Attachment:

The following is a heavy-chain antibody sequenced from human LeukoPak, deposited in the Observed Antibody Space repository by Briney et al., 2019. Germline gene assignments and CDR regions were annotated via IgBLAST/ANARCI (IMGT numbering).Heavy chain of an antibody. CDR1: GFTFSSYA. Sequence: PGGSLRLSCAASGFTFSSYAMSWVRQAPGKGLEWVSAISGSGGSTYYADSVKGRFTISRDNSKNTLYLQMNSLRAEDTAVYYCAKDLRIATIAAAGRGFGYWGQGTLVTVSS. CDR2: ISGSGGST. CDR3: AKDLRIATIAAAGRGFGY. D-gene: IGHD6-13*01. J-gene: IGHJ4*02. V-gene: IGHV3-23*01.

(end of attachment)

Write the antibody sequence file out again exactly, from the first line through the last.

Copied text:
The following is a heavy-chain antibody sequenced from human LeukoPak, deposited in the Observed Antibody Space repository by Briney et al., 2019. Germline gene assignments and CDR regions were annotated via IgBLAST/ANARCI (IMGT numbering).Heavy chain of an antibody. CDR1: GFTFSSYA. Sequence: PGGSLRLSCAASGFTFSSYAMSWVRQAPGKGLEWVSAISGSGGSTYYADSVKGRFTISRDNSKNTLYLQMNSLRAEDTAVYYCAKDLRIATIAAAGRGFGYWGQGTLVTVSS. CDR2: ISGSGGST. CDR3: AKDLRIATIAAAGRGFGY. D-gene: IGHD6-13*01. J-gene: IGHJ4*02. V-gene: IGHV3-23*01.